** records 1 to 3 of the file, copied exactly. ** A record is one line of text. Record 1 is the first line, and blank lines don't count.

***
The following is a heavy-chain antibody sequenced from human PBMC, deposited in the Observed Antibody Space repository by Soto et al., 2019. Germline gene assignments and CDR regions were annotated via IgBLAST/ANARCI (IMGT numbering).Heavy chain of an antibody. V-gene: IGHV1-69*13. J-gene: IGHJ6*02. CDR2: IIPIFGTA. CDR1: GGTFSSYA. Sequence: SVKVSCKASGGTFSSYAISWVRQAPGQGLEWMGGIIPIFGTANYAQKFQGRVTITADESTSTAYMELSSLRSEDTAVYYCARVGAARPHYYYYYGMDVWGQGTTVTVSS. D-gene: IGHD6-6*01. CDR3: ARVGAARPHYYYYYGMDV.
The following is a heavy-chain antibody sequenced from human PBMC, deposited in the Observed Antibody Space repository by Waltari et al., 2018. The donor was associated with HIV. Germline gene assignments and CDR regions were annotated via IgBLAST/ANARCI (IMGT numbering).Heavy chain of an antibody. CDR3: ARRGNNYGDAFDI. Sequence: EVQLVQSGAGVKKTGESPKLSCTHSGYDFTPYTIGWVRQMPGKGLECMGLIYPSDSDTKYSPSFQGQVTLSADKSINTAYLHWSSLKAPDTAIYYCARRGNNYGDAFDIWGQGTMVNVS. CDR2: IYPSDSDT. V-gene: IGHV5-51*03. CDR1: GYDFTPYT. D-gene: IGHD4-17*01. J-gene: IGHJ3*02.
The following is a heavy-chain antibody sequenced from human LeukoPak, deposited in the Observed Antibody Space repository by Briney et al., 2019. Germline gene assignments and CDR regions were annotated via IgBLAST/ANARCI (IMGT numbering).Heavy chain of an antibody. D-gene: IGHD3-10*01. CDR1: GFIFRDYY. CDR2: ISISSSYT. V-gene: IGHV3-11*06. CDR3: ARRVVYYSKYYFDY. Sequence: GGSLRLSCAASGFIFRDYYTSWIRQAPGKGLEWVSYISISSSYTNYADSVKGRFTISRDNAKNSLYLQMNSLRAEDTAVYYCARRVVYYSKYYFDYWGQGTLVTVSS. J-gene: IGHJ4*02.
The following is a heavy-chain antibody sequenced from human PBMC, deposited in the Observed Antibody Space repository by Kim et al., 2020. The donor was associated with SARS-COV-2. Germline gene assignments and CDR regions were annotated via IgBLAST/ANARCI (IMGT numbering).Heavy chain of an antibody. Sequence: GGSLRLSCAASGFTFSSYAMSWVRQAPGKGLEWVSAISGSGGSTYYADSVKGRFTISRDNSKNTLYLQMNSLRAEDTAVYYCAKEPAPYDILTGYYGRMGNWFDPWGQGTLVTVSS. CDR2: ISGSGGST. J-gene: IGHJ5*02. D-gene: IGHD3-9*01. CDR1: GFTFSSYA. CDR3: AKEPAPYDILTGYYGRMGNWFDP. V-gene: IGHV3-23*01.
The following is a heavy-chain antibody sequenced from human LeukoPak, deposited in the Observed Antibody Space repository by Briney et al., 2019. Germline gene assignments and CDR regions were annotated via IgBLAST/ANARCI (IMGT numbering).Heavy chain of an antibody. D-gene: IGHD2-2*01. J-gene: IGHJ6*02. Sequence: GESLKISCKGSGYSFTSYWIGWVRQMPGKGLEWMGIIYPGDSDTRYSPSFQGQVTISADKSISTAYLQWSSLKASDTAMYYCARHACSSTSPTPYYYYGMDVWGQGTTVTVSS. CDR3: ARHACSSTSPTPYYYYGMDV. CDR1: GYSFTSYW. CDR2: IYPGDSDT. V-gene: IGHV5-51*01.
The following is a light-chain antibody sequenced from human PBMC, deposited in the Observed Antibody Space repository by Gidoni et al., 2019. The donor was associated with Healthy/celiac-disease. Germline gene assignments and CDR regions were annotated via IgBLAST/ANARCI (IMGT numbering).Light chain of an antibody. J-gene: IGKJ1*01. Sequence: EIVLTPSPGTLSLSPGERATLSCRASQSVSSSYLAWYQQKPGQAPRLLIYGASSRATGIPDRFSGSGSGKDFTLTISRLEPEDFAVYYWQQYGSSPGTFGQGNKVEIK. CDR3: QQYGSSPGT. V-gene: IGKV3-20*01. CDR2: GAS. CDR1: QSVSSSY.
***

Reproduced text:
The following is a heavy-chain antibody sequenced from human PBMC, deposited in the Observed Antibody Space repository by Soto et al., 2019. Germline gene assignments and CDR regions were annotated via IgBLAST/ANARCI (IMGT numbering).Heavy chain of an antibody. V-gene: IGHV1-69*13. J-gene: IGHJ6*02. CDR2: IIPIFGTA. CDR1: GGTFSSYA. Sequence: SVKVSCKASGGTFSSYAISWVRQAPGQGLEWMGGIIPIFGTANYAQKFQGRVTITADESTSTAYMELSSLRSEDTAVYYCARVGAARPHYYYYYGMDVWGQGTTVTVSS. D-gene: IGHD6-6*01. CDR3: ARVGAARPHYYYYYGMDV.
The following is a heavy-chain antibody sequenced from human PBMC, deposited in the Observed Antibody Space repository by Waltari et al., 2018. The donor was associated with HIV. Germline gene assignments and CDR regions were annotated via IgBLAST/ANARCI (IMGT numbering).Heavy chain of an antibody. CDR3: ARRGNNYGDAFDI. Sequence: EVQLVQSGAGVKKTGESPKLSCTHSGYDFTPYTIGWVRQMPGKGLECMGLIYPSDSDTKYSPSFQGQVTLSADKSINTAYLHWSSLKAPDTAIYYCARRGNNYGDAFDIWGQGTMVNVS. CDR2: IYPSDSDT. V-gene: IGHV5-51*03. CDR1: GYDFTPYT. D-gene: IGHD4-17*01. J-gene: IGHJ3*02.
The following is a heavy-chain antibody sequenced from human LeukoPak, deposited in the Observed Antibody Space repository by Briney et al., 2019. Germline gene assignments and CDR regions were annotated via IgBLAST/ANARCI (IMGT numbering).Heavy chain of an antibody. D-gene: IGHD3-10*01. CDR1: GFIFRDYY. CDR2: ISISSSYT. V-gene: IGHV3-11*06. CDR3: ARRVVYYSKYYFDY. Sequence: GGSLRLSCAASGFIFRDYYTSWIRQAPGKGLEWVSYISISSSYTNYADSVKGRFTISRDNAKNSLYLQMNSLRAEDTAVYYCARRVVYYSKYYFDYWGQGTLVTVSS. J-gene: IGHJ4*02.